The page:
Critics: Why are Michigan's restrictions different than other states'?

Craig Mauger
The Detroit News

Lansing — Bob Kuszmaul, owner of D & B Plants in Richmond, used the word "frustration" Friday to describe the feelings of landscape and nursery businesses toward Gov. Gretchen Whitmer's latest stay-at-home order.

Kuszmaul is among a group of business owners and Republican lawmakers who argue Whitmer's Thursday executive order to stem the spread of COVID-19 goes too far, imposing restrictions that other states are avoiding.

While saying he understands the urgent need to combat the virus, Kuszmaul added, "A lot of these functions can be done safely. They can be done with zero contact. Not minimal. Zero."

Caution tape bars customers from buying seed packets at a Lowe's store in Lansing on Friday, April 10, 2020. The day before, Gov. Gretchen Whitmer required large stores to cordon off their garden centers.

"My business in particular is on the edge of not being solvent," said Kuszmaul, who's owned D & B Plants, a wholesale grower, for 37 years. "It's pretty scary."

To the frustration of businesses and advocacy groups that represent them, Whitmer's new stay-at-home order issued Thursday bars workers in certain fields, like landscaping, who have operate in other states.

Two sentences in Whitmer's new order help set the state apart, according to critics. The sentences define who qualifies as "critical infrastructure workers," those eligible to keep leaving their homes to go to their jobs.

Whitmer's order specifically cites guidance on "critical infrastructure workers" issued by the U.S. Cybersecurity and Infrastructure Security Agency on March 19.  

"This order does not adopt any subsequent guidance document released by this same agency," the new order says.

The federal agency issued new guidance on March 28, adding more workers, including landscapers who provide "necessary" services and individuals performing housing construction related to combating "the nation’s existing housing supply shortage."

The newer guidance includes employees supporting the 2020 Census, clergy for "essential" support and workers supporting the operation of firearm retailers and shooting ranges.

"This list is intended to help state, local, tribal and territorial officials as they work to protect their communities while ensuring continuity of functions critical to public health and safety, as well as economic and national security," Christopher Krebs, director of the Cybersecurity and Infrastructure Security Agency, wrote in a letter describing the guidance.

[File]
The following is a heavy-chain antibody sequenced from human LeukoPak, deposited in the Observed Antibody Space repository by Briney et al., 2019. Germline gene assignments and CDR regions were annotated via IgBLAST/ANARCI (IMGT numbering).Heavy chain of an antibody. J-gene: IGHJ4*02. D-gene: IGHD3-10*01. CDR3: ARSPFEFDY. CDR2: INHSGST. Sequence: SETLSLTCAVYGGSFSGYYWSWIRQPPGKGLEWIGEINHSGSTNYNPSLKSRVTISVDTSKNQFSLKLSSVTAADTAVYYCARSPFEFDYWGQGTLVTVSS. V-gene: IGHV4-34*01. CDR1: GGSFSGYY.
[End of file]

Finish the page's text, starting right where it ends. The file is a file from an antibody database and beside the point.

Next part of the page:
The governors of Ohio and Indiana included the new guidance when they issued their extended stay-at-home orders. Whitmer's office didn't immediately respond to a question about why the new guidance wasn't allowed in Michigan.

During her Thursday press conference, she said the state needed to "double down" to save lives. More than 1,000 people in the state have already died with COVID-19. Michigan has the third most cases of the virus nationally.

"While we can come up with all sorts of scenarios where we can make an argument that someone is safe in whatever activity it is they want to do, every single exception to a Stay Home, Stay Safe order makes this more porous and makes it less likely to work," Whitmer said Thursday.

But House Speaker Lee Chatfield, R-Levering, tweeted Friday that of 26 states relying on the federal guidance for their restrictions, 20 are using the most recent guidance.

"Michigan is an outlier & it’s holding our state back unnecessarily," Chatfield added. "We can take COVID-19 seriously, protect public health and be more data-driven."

In a Friday interview, Chatfield listed bicycle shops and real estate services as examples of businesses allowed under the newer guidance but barred under the original guidance.

Chatfield said he believes state government needs to change its approach to the stay-at-home requirements overall. Adopting the new guidance should be the "bare minimum," he said.

Businesses in Michigan are looking to Ohio and Indiana and trying to figure out why their state is different, said Brian Calley, Republican former lieutenant governor and president of the Small Business Association of Michigan.

There are businesses that can't operate that provide necessary services, Calley said. He mentioned the example of homeowners who need lawn maintenance to keep mosquitoes at bay.

“We’re an outlier on public health outcomes and we’re an outlier on how we’ve constructed the stay-at-home order," Calley said. "Why is that?"

The Michigan Chamber of Commerce had specifically asked Whitmer to adopt the new federal guidance.

Instead, the state's new guidance “doubles down” on freezing Michigan’s approach to identifying what businesses can operate to mid-March, said Rich Studley, president and CEO of the chamber.

"We have one of the most difficult, complicated and hard-to-understand stay-at-home orders in the country," Studley said Friday.

In addition to rejecting the latest federal guidance on "critical infrastructure workers," Whitmer's new order also restricts people's travel between residences and requires large stores to cordon off areas dedicated to paint, furniture and gardening.

The new order is in effect until April 30. The original order was in effect through Monday. 

Businesses can't even arrange to drop off mulch at customers' homes, said Kuszmaul, the wholesale grower who previously served as president of the Michigan Nursery & Landscape Association. And the timing of the restrictions is particularly problematic, he said.

Traditionally, his business peaks from the end of April until the first week of June, he said. Inventories are targeted to be ready for certain times, Kuszmaul explained.

Those who grow bedding plants target their inventories by the week, he said. For some nurseries, a single bad weather day can mean a bad year, he said.

"This will overshadow that," Kuszmaul said.